No Strongman for Honduras

Monday, July 27, 2009 \AM\.\Mon\.

Tomorrow will mark one month since Honduran President Manuel Zelaya was roused from his bed by members of the military and escorted, in his pajamas, to a plane heading out of the country. Later that same day, June 28th, the Honduran congress elected Roberto Micheletti as interim president, with a term to expire on January 27th, 2010 — the date on which Zelaya’s term would otherwise have ended.

Since then, things have held in a state of tense limbo. No other country has recognized Micheletti as the legitimate president, and Zelaya is now camped out on the Honduras/Nicaragua boarder pushing for his return. Venezuelan strongman Hugo Chavez, a backer of Zelaya, has darkly threatened consequences if he thinks Venezuelans in Honduras might be threatened, but to date no outside power has attempted to force the Honduran military to stand down.

However, the situation is more complicated than a simple coup. This in depth article in the weekend’s WSJ on the lead up to Zelaya’s ouster is a pretty good primer on the subject. The military removed Zelaya in response to orders from the Honduran Supreme Court for the military to arrest Zelaya for disobeying the constitution. Zelaya was attempting to push through a ballot referendum to change the constitution — his primary object according to most Honduran authorities and observers being to remove the constitutional provision which limits each president to only one term in office. In this, he was following the example of other Latin American presidents who have sought to remove the constitutional provisions in their countries that were designed to keep one man from maintaining power indefinitely. Read the rest of this entry »

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Book Review: Empires of Trust (Part II)

Wednesday, June 24, 2009 \AM\.\Wed\.

[Empires of Trust, review Part I]

Review of: Empires of Trust: How Rome Built–and America Is Building–a New World

My apologies for taking so long to get back with a second part to this review. In the first installment, I covered the history of Rome’s early expansion, and how its commitment to establishing a safe horizon of allies, and defending those allies against any aggression, led the city of Rome to effectively rule all of Italy. From southern Italy, Rome was drawn into Sicily, which in turn made it a threat to Carthage and drew those two superpowers of the third century BC into a series of wars that would end with the total destruction of Carthage as a world power.

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Free Iran

Monday, June 15, 2009 \PM\.\Mon\.

In the proud tradition of news photos of beautiful women protesting against political oppression, the Boston Globe provides a series of photos of the protests over Iran’s apparently rigged presidential election, but the first is this one:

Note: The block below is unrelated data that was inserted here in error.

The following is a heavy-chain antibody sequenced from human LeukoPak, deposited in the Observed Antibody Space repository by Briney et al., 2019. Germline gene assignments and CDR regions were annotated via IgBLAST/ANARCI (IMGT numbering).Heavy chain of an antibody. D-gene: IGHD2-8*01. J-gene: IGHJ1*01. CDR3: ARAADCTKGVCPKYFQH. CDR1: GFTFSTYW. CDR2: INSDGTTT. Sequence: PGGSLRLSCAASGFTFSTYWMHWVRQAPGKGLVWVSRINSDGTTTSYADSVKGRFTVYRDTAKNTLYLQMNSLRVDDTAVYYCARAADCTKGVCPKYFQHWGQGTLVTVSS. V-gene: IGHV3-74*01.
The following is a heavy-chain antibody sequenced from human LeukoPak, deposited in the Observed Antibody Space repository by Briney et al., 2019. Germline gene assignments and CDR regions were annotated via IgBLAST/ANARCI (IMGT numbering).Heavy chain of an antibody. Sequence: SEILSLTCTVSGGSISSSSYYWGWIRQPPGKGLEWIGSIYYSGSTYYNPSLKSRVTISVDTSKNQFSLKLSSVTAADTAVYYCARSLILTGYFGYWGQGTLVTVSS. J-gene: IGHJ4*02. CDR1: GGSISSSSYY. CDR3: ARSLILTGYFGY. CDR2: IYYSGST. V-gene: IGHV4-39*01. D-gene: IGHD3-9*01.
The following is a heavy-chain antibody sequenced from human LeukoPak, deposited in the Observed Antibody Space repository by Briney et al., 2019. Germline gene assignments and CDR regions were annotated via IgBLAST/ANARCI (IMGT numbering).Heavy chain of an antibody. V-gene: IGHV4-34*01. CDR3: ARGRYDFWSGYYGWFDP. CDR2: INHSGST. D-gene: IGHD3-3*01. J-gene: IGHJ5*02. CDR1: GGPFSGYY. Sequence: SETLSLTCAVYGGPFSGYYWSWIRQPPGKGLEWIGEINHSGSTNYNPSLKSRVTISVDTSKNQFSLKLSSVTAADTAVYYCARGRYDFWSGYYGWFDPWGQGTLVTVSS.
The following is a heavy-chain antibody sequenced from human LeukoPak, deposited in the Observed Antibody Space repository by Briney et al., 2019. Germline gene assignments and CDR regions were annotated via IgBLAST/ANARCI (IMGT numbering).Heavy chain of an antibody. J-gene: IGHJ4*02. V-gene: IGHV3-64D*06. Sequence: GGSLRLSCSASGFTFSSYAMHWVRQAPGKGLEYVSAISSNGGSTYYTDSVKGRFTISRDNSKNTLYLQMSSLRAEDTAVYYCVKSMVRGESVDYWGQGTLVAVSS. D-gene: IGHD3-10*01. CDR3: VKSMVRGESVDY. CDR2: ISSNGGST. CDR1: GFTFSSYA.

Free_Iran
(In all seriousness, this is some of the best photo journalism I’ve seen in a long time, go check it out.)

There’s some reasonable dispute as to whether it would help or hurt the protestors for the Obama Administration to break silence on the issue and speak in support of the protestors. Given Iran’s history and the fierce national pride across the political spectrum, if Obama openly supported the protestors it might give Ahmadinejad the ability to paint Mousavi’s supporters as stooges of the US. However, the US and the rest of the world should make it clear that a violent crackdown ala Tiananmen Square would be absolutely unacceptable.


Book Review: Empires of Trust (Part I)

Tuesday, June 2, 2009 \AM\.\Tue\.

It may seem like overkill to write a multi-part book review, but historian Thomas F. Madden’s new Empires of Trust: How Rome Built–and America Is Building–a New World explores a thesis I’ve been interested in for some time, which has significant implications for our country’s foreign policy and the wider question of what our country is and what its place in the world ought to be.

The US has been often accused, of late, of being an empire. Madden effectively accepts that this is the case, but argues that this is not necessarily a bad thing at all. Among his first projects is to lay out three different types of empire: empires of conquest, empires of commerce, and empires of trust.

An empire of conquest is one spread by military power, in which the conquering power rules over and extracts tribute from the conquered. Classic examples would include the empires of the Assyrians, Persians, Mongols, Turks, Alexander’s Hellenistic empire, Napoleon’s empire and to an extent the Third Reich, Imperial Japan and Soviet Union. Empires of conquest are spread by war, and conquered territory is ruled either by local puppet rulers or by a transplanted military elite from the conquering power.

An empire of commerce is interested only in securing enough of a political foothold in its dominions to carry on trade, and is less concerned over political control or tribute. Examples would include the British and Dutch empires; in the ancient world the Pheonicians and Athenians; and later, medieval Venice. Empires of conquest are typified by a network of far-flung colonies directly controlled by the home country, at locations which are strategic for exploiting natural resources or trading with regional powers. They are less focused on conquering large swathes of territority than with controlling enough of a foothold (and enforcing enough stability in the surrounding area) to carry on their commerce.

The book, however, is primarily concerned with a third type of empire, the empire of trust, of which Madden gives only two examples: Rome and the United States. The term “empire of trust” itself requires some unpacking.

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